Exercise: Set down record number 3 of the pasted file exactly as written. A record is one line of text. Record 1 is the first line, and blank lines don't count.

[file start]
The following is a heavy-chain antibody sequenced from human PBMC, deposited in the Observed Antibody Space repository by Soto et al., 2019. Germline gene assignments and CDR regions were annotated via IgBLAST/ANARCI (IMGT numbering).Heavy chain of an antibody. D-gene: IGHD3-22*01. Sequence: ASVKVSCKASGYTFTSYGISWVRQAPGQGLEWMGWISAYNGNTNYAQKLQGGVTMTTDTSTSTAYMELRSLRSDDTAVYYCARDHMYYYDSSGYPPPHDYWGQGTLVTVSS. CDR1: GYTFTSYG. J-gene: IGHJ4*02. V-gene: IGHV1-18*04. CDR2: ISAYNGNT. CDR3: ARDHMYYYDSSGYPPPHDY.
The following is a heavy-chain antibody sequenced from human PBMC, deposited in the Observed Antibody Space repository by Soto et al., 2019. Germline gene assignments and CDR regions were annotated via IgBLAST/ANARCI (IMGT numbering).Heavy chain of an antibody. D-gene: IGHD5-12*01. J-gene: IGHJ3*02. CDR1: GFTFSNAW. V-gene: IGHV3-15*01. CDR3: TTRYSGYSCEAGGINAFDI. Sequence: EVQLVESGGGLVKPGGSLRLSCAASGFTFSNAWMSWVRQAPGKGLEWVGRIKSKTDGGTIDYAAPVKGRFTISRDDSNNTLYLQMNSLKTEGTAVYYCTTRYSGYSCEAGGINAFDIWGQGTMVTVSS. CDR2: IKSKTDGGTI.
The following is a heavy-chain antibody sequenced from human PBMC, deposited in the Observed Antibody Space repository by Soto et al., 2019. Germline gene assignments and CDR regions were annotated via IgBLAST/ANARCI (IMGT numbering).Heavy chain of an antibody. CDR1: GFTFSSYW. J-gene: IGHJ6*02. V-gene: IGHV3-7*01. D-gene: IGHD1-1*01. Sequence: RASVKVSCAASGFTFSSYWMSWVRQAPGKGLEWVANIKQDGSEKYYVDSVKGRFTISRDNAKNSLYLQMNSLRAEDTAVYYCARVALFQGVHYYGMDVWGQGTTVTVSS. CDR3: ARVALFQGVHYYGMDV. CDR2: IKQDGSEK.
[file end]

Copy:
The following is a heavy-chain antibody sequenced from human PBMC, deposited in the Observed Antibody Space repository by Soto et al., 2019. Germline gene assignments and CDR regions were annotated via IgBLAST/ANARCI (IMGT numbering).Heavy chain of an antibody. CDR1: GFTFSSYW. J-gene: IGHJ6*02. V-gene: IGHV3-7*01. D-gene: IGHD1-1*01. Sequence: RASVKVSCAASGFTFSSYWMSWVRQAPGKGLEWVANIKQDGSEKYYVDSVKGRFTISRDNAKNSLYLQMNSLRAEDTAVYYCARVALFQGVHYYGMDVWGQGTTVTVSS. CDR3: ARVALFQGVHYYGMDV. CDR2: IKQDGSEK.